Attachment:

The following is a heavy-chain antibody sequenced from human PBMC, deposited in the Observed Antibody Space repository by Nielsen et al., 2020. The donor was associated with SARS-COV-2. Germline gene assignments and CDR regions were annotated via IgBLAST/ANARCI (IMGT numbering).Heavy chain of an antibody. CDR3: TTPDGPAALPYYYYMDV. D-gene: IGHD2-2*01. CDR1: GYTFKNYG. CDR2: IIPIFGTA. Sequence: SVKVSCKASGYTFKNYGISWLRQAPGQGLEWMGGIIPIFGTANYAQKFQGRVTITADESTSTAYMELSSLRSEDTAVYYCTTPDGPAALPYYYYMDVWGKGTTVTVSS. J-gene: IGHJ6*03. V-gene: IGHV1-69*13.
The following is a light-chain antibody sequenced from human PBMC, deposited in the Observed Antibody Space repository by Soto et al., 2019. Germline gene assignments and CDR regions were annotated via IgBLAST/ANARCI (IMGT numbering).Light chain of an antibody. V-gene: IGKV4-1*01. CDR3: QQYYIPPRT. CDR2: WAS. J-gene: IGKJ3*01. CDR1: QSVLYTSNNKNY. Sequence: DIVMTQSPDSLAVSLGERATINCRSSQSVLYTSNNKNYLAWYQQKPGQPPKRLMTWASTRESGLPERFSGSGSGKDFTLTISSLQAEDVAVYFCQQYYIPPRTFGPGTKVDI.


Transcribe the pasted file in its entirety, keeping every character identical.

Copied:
The following is a heavy-chain antibody sequenced from human PBMC, deposited in the Observed Antibody Space repository by Nielsen et al., 2020. The donor was associated with SARS-COV-2. Germline gene assignments and CDR regions were annotated via IgBLAST/ANARCI (IMGT numbering).Heavy chain of an antibody. CDR3: TTPDGPAALPYYYYMDV. D-gene: IGHD2-2*01. CDR1: GYTFKNYG. CDR2: IIPIFGTA. Sequence: SVKVSCKASGYTFKNYGISWLRQAPGQGLEWMGGIIPIFGTANYAQKFQGRVTITADESTSTAYMELSSLRSEDTAVYYCTTPDGPAALPYYYYMDVWGKGTTVTVSS. J-gene: IGHJ6*03. V-gene: IGHV1-69*13.
The following is a light-chain antibody sequenced from human PBMC, deposited in the Observed Antibody Space repository by Soto et al., 2019. Germline gene assignments and CDR regions were annotated via IgBLAST/ANARCI (IMGT numbering).Light chain of an antibody. V-gene: IGKV4-1*01. CDR3: QQYYIPPRT. CDR2: WAS. J-gene: IGKJ3*01. CDR1: QSVLYTSNNKNY. Sequence: DIVMTQSPDSLAVSLGERATINCRSSQSVLYTSNNKNYLAWYQQKPGQPPKRLMTWASTRESGLPERFSGSGSGKDFTLTISSLQAEDVAVYFCQQYYIPPRTFGPGTKVDI.